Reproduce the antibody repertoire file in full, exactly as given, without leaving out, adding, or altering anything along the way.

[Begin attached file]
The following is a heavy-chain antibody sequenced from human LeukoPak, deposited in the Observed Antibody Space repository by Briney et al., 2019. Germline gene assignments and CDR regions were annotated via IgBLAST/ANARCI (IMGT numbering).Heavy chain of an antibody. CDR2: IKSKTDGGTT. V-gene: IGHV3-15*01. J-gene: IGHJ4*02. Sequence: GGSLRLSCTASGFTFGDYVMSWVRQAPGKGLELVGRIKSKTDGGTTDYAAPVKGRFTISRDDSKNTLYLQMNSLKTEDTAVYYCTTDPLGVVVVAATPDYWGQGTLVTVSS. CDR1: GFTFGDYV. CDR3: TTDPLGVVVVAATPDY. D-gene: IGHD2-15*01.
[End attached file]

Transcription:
The following is a heavy-chain antibody sequenced from human LeukoPak, deposited in the Observed Antibody Space repository by Briney et al., 2019. Germline gene assignments and CDR regions were annotated via IgBLAST/ANARCI (IMGT numbering).Heavy chain of an antibody. CDR2: IKSKTDGGTT. V-gene: IGHV3-15*01. J-gene: IGHJ4*02. Sequence: GGSLRLSCTASGFTFGDYVMSWVRQAPGKGLELVGRIKSKTDGGTTDYAAPVKGRFTISRDDSKNTLYLQMNSLKTEDTAVYYCTTDPLGVVVVAATPDYWGQGTLVTVSS. CDR1: GFTFGDYV. CDR3: TTDPLGVVVVAATPDY. D-gene: IGHD2-15*01.